ST. PETER — The ingredients for Minnesota’s mental health reforms of the 1940s and ‘50s, according to author Susan Bartlett Foote, were committed political leaders, passionate citizen advocates and a strong press.
She spoke about each’s role in paving the way for the state’s modern mental health care system during a book tour stop in St. Peter Thursday.
Her visit to town was fitting given the ties between St. Peter and her recently-released book, “The Crusade for Forgotten Souls.”
The book details Minnesota’s mental health reform movement between 1946 and 1954, from the citizen advocates who started the process, to the governor with a sympathetic ear, to the journalists who exposed brutal conditions at the state’s mental institutions. In researching the movement, Foote described hitting a “historian’s jackpot” when she came upon the personal journals of Engla Schey, an attendant in a state mental hospital whose observations provided a catalyst for the reforms.
“I may be the official author of this book but I think she’s the author too,” Foote said.
The eventual reforms passed by the state Legislature in 1949, led by Gustavus Adolphus alum Gov. Luther Youngdahl, addressed poor conditions and staffing. Youngdahl’s college days at Gustavus aren’t the book's only ties to St. Peter. Nicollet County Historical Society Executive Director Jessica Becker said the connections between the two were part of why Foote was invited to speak.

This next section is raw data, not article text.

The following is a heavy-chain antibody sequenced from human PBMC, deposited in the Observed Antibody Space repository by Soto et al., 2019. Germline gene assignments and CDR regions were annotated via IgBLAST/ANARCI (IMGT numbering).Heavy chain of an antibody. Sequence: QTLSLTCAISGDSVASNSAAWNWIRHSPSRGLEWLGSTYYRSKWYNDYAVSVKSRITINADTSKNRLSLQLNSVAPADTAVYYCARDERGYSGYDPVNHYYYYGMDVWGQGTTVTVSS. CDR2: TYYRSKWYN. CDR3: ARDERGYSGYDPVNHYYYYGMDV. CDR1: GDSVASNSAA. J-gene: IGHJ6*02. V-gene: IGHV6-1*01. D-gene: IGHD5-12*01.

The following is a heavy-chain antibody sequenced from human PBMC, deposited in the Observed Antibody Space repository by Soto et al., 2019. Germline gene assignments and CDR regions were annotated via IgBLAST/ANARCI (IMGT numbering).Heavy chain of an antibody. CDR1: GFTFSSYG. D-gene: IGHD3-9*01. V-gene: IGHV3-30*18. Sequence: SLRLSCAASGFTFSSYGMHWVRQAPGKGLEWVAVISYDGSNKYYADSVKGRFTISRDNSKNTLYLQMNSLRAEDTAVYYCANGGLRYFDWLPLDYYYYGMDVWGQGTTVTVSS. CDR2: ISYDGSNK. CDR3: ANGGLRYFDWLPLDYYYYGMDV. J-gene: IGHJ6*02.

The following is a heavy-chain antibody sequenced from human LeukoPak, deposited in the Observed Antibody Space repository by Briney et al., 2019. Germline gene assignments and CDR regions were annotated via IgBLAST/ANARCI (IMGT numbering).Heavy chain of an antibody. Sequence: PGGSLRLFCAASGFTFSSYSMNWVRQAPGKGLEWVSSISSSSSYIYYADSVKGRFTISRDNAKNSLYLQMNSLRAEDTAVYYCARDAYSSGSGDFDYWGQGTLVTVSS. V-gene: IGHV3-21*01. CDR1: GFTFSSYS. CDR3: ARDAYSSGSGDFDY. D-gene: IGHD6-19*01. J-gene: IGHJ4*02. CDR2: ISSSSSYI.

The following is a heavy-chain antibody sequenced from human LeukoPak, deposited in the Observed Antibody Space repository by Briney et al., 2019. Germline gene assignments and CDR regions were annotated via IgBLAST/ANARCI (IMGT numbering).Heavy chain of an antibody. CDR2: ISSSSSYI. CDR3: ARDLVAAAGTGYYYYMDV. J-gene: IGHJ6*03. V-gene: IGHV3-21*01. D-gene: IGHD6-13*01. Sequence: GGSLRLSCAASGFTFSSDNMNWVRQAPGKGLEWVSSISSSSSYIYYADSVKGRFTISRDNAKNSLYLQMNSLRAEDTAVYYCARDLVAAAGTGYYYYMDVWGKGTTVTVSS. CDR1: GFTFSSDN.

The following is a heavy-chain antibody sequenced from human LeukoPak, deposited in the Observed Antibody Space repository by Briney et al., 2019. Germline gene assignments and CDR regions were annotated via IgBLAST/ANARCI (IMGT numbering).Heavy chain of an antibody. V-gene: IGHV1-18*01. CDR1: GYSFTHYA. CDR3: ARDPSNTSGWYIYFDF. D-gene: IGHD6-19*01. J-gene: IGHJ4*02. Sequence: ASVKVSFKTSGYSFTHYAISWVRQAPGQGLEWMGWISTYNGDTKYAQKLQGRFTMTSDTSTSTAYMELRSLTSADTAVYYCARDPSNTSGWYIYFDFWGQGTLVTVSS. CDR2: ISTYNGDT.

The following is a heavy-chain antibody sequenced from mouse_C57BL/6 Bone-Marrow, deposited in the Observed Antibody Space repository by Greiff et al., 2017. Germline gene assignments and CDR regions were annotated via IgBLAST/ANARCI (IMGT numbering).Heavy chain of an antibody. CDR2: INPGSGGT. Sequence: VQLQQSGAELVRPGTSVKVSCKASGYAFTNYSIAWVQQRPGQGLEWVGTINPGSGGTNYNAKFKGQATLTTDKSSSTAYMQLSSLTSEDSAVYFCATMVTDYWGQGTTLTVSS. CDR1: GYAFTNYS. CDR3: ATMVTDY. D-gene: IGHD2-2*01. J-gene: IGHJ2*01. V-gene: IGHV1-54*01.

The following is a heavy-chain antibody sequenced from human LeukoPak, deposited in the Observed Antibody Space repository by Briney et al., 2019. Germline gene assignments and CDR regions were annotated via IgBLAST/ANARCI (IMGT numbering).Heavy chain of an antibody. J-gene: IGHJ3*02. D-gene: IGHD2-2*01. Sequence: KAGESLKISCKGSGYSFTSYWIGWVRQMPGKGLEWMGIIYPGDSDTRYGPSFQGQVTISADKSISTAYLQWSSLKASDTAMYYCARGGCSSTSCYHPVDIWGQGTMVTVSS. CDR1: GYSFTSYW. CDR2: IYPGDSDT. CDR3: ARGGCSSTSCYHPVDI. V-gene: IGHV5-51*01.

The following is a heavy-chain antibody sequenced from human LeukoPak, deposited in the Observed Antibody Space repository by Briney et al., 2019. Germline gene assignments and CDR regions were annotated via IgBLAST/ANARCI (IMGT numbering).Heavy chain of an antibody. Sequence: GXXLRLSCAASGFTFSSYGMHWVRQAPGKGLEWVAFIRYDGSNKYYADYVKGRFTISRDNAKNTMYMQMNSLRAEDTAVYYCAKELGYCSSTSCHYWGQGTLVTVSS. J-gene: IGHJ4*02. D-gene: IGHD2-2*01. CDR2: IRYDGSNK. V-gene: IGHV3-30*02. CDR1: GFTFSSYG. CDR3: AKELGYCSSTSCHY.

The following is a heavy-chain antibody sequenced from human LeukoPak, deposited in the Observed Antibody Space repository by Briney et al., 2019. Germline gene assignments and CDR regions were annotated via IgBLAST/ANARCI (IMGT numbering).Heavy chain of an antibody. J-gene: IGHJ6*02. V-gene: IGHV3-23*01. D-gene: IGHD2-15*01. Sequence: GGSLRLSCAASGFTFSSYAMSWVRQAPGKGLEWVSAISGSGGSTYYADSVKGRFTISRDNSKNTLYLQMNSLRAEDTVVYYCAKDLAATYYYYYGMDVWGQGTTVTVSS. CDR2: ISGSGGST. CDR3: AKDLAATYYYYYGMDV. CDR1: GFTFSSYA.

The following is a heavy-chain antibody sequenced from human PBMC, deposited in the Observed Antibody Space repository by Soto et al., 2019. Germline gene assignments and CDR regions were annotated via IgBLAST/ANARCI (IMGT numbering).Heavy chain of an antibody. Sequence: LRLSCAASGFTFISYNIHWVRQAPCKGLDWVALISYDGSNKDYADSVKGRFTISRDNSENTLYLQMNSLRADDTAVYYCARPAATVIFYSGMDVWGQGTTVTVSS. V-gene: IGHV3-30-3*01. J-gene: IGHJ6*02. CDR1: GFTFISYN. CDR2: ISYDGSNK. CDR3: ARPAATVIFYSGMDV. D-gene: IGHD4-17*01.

“There are a lot of community ties as we really started digging into this,” she said.
The city had the state’s first mental hospital and still has a security hospital, which Foote refers to in the book’s epilogue.
She noted funds to improve conditions at the security hospital were overlooked in the 2016 legislative session. The security hospital ended up receiving $70.3 million the next year for an expansion and renovation and $22.9 million to hire additional staff.
From discussions with folks in St. Peter, Foote said the funding should help. Earlier in the day she visited the historical society’s exhibit, “State of Mind,” on the history of St. Peter’s facility.
Mary Rosenthal, originally from Mankato, drove down from her home in St. Paul to see Foote. She said she “couldn’t put the book down.”
Its depiction of the political climate, particularly how Youngdahl and the rest achieved their reforms, are a good example of what people who care enough about a problem are capable of, she said.
“To me I just found the book so exciting to read about what people can do when they really decide that there’s a problem that needs to be addressed,” she said.
In the book and in her presentation Thursday, Foote made clear the crusade’s vision which she wrote about wasn’t fully achieved. Mental health advocates describe Minnesota’s current mental health system as lacking at best.
Foote said no one has a magic bullet, but she hopes the book shows people the power of citizen advocacy.
In quoting Youngdahl at the conclusion of her talk, she said, “Protection of the patient depends on our vigilance.”